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93 Petaflop Chinese Supercomputer is World’s Fastest on Latest TOP500 List

Top500A new machine called Sunway TaihuLight in China is the fastest supercomputer on the planet. Announced today with the release of the latest TOP500 list, the 93 Petaflop machine sports over 10.6 Million compute cores.

China maintained its Number 1 ranking on the 47th edition of the TOP500 list of the world’s top supercomputers, but with a new system built entirely using processors designed and made in China. Sunway TaihuLight is the new No. 1 system with 93 petaflop/s ( quadrillions of calculations per second) o n the LINPACK benchmark.

Developed by the National Research Center of Parallel Computer Engineering & Technology (NRCPC) and installed at the Nationa Supercomputing Center in Wuxi, Sunway TaihuLight displaces Tianhe­2, an Intel-­based Chinese supercomputer that has claimed the No. 1 spot on the past six TOP500 lists.

Want to learn more? Listen to our Radio Free HPC podcast with a deep dive on Sunway TaihuLight.

top500

The newest edition of the TOP500 list was announced Monday, June 20, at ISC 2016 in Frankfurt. The closely watched list is issued twice a year.

Sunway TaihuLight, with 10,649,600 computing cores comprising 40,960 nodes, is twice as fast and three times as efficient as Tianhe­2, which posted a LINPACK performance of 33.86 petaflop/s. The peak power consumption under load (running the HPL benchmark) is at 15.37 MW, or 6 Gflops/Watt. This allows the TaihuLight system to grab one of the top spots on the Green500 in terms of the Performance/Power metric. Titan, a Cray XK7 system installed at the Department of Energy’s (DOE) Oak Ridge National Laboratory, is now the No. 3 system. It achieved 17.59 petaflop/s.

Sunway in Wuxi, China

The Sunway TaihuLight supercomputer in Wuxi, China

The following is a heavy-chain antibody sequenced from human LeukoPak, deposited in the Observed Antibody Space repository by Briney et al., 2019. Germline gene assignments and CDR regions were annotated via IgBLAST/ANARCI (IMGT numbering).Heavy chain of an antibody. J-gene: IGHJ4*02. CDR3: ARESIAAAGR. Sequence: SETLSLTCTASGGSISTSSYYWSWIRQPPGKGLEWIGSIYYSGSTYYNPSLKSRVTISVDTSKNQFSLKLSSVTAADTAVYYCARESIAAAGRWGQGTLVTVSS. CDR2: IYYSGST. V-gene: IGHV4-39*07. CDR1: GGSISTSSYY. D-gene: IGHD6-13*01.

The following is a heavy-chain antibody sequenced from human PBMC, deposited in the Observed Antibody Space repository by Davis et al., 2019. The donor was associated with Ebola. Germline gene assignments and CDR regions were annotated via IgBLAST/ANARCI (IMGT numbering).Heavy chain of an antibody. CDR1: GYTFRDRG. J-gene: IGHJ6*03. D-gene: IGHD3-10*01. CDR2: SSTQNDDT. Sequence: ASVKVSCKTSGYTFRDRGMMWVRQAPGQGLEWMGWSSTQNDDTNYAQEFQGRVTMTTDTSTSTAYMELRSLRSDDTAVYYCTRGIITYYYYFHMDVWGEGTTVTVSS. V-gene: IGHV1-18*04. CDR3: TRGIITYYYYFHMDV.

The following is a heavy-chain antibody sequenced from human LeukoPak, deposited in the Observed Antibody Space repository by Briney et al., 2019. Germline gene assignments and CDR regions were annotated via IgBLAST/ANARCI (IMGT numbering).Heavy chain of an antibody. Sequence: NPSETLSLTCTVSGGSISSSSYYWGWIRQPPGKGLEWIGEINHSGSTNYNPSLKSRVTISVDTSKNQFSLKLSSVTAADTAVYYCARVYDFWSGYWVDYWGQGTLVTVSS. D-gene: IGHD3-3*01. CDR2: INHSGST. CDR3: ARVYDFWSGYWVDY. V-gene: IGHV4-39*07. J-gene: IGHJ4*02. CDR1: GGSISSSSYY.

Rounding out the Top 10 are Sequoia, an IBM BlueGene/Q system installed at DOE’s Lawrence Livermore National Laboratory; Fujitsu’s K computer installed at the RIKEN Advanced Institute for Computational Science (AICS) in Kobe, Japan; Mira, a BlueGene/Q system installed at DOE’s Argonne National Laboratory; Trinity, a Cray X40 system installed at DOE/NNSA/LANL/SNL; Piz Daint, a Cray XC30 system installed at the Swiss National Supercomputing Centre and the most powerful system in Europe; Hazel Hen, a Cray XC40 system installed at HLRS in Stuttgart, Germany; and Shaheen II, a Cray XC40 system installed at King Abdullah University of Science and Technology (KAUST) in Saudi Arabia is at No. 10.

The latest list marks the first time since the inception of the TOP500 that the U.S is not home to the largest number of systems. With a surge in industrial and research installations registered over the last few years, China leads with 167 systems and the U.S. is second with 165. China also leads the performance category, thanks to the No. 1 and No. 2 systems.

The European share of 105 systems (compared to 107 in November 2015) has fallen and is now lower than the dominant Asian share of 218 systems, up from 173 in November. Germany is the clear leader in Europe with 26 systems followed by France with 18 and the UK with 12 systems. In Asia, Japan trails China with 29 systems (down from 37).